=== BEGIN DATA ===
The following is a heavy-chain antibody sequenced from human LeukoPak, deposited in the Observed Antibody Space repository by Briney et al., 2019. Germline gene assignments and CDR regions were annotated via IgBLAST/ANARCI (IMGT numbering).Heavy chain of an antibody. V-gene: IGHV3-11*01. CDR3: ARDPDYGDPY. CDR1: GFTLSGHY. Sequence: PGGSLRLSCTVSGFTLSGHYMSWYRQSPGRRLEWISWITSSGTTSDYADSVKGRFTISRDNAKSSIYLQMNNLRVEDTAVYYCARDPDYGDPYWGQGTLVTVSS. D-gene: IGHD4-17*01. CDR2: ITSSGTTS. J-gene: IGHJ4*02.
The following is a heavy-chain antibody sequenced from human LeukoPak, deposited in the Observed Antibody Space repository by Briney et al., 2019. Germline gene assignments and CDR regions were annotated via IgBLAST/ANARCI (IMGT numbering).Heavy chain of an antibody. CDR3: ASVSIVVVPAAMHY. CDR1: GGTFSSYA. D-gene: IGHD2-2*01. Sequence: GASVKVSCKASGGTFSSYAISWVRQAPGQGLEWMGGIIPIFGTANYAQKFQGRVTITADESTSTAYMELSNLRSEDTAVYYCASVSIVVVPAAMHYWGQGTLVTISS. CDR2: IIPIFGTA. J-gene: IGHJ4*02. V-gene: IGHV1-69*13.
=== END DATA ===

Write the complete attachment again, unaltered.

The following is a heavy-chain antibody sequenced from human LeukoPak, deposited in the Observed Antibody Space repository by Briney et al., 2019. Germline gene assignments and CDR regions were annotated via IgBLAST/ANARCI (IMGT numbering).Heavy chain of an antibody. V-gene: IGHV3-11*01. CDR3: ARDPDYGDPY. CDR1: GFTLSGHY. Sequence: PGGSLRLSCTVSGFTLSGHYMSWYRQSPGRRLEWISWITSSGTTSDYADSVKGRFTISRDNAKSSIYLQMNNLRVEDTAVYYCARDPDYGDPYWGQGTLVTVSS. D-gene: IGHD4-17*01. CDR2: ITSSGTTS. J-gene: IGHJ4*02.
The following is a heavy-chain antibody sequenced from human LeukoPak, deposited in the Observed Antibody Space repository by Briney et al., 2019. Germline gene assignments and CDR regions were annotated via IgBLAST/ANARCI (IMGT numbering).Heavy chain of an antibody. CDR3: ASVSIVVVPAAMHY. CDR1: GGTFSSYA. D-gene: IGHD2-2*01. Sequence: GASVKVSCKASGGTFSSYAISWVRQAPGQGLEWMGGIIPIFGTANYAQKFQGRVTITADESTSTAYMELSNLRSEDTAVYYCASVSIVVVPAAMHYWGQGTLVTISS. CDR2: IIPIFGTA. J-gene: IGHJ4*02. V-gene: IGHV1-69*13.